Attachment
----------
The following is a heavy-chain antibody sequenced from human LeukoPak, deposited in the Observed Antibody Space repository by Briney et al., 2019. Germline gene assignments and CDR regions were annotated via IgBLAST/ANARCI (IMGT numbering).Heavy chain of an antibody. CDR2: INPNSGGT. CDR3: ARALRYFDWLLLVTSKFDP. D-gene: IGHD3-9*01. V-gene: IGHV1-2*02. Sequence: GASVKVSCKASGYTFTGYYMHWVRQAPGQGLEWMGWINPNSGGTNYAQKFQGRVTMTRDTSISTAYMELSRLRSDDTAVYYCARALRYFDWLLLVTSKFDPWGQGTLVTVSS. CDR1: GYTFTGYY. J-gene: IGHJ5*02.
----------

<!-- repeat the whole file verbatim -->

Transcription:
The following is a heavy-chain antibody sequenced from human LeukoPak, deposited in the Observed Antibody Space repository by Briney et al., 2019. Germline gene assignments and CDR regions were annotated via IgBLAST/ANARCI (IMGT numbering).Heavy chain of an antibody. CDR2: INPNSGGT. CDR3: ARALRYFDWLLLVTSKFDP. D-gene: IGHD3-9*01. V-gene: IGHV1-2*02. Sequence: GASVKVSCKASGYTFTGYYMHWVRQAPGQGLEWMGWINPNSGGTNYAQKFQGRVTMTRDTSISTAYMELSRLRSDDTAVYYCARALRYFDWLLLVTSKFDPWGQGTLVTVSS. CDR1: GYTFTGYY. J-gene: IGHJ5*02.